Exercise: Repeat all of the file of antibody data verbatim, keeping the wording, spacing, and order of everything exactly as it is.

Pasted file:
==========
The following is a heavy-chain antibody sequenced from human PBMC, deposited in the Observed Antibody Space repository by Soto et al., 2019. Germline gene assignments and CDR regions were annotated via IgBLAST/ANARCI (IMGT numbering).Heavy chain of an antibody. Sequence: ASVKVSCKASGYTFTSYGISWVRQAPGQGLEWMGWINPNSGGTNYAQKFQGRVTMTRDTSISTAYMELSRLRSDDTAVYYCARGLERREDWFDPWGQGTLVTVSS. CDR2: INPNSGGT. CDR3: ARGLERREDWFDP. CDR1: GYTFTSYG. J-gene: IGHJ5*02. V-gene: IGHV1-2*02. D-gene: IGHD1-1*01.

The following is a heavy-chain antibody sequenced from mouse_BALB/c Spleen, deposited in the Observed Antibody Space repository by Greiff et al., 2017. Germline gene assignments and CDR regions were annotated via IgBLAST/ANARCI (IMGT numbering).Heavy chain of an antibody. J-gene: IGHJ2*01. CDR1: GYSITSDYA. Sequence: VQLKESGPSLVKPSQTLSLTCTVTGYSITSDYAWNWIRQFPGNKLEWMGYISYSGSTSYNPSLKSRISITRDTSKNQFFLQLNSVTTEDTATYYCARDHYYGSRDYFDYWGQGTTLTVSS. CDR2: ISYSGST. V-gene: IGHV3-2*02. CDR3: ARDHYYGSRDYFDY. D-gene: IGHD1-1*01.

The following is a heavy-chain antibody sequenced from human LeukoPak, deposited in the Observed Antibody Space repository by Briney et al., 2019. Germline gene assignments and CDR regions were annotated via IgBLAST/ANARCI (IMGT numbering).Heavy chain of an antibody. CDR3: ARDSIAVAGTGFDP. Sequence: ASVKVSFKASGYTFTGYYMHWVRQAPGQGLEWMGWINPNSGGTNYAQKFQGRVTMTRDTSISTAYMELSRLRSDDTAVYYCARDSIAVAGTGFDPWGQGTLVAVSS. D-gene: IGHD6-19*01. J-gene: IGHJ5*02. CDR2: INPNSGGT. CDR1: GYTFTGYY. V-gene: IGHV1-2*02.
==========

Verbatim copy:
The following is a heavy-chain antibody sequenced from human PBMC, deposited in the Observed Antibody Space repository by Soto et al., 2019. Germline gene assignments and CDR regions were annotated via IgBLAST/ANARCI (IMGT numbering).Heavy chain of an antibody. Sequence: ASVKVSCKASGYTFTSYGISWVRQAPGQGLEWMGWINPNSGGTNYAQKFQGRVTMTRDTSISTAYMELSRLRSDDTAVYYCARGLERREDWFDPWGQGTLVTVSS. CDR2: INPNSGGT. CDR3: ARGLERREDWFDP. CDR1: GYTFTSYG. J-gene: IGHJ5*02. V-gene: IGHV1-2*02. D-gene: IGHD1-1*01.

The following is a heavy-chain antibody sequenced from mouse_BALB/c Spleen, deposited in the Observed Antibody Space repository by Greiff et al., 2017. Germline gene assignments and CDR regions were annotated via IgBLAST/ANARCI (IMGT numbering).Heavy chain of an antibody. J-gene: IGHJ2*01. CDR1: GYSITSDYA. Sequence: VQLKESGPSLVKPSQTLSLTCTVTGYSITSDYAWNWIRQFPGNKLEWMGYISYSGSTSYNPSLKSRISITRDTSKNQFFLQLNSVTTEDTATYYCARDHYYGSRDYFDYWGQGTTLTVSS. CDR2: ISYSGST. V-gene: IGHV3-2*02. CDR3: ARDHYYGSRDYFDY. D-gene: IGHD1-1*01.

The following is a heavy-chain antibody sequenced from human LeukoPak, deposited in the Observed Antibody Space repository by Briney et al., 2019. Germline gene assignments and CDR regions were annotated via IgBLAST/ANARCI (IMGT numbering).Heavy chain of an antibody. CDR3: ARDSIAVAGTGFDP. Sequence: ASVKVSFKASGYTFTGYYMHWVRQAPGQGLEWMGWINPNSGGTNYAQKFQGRVTMTRDTSISTAYMELSRLRSDDTAVYYCARDSIAVAGTGFDPWGQGTLVAVSS. D-gene: IGHD6-19*01. J-gene: IGHJ5*02. CDR2: INPNSGGT. CDR1: GYTFTGYY. V-gene: IGHV1-2*02.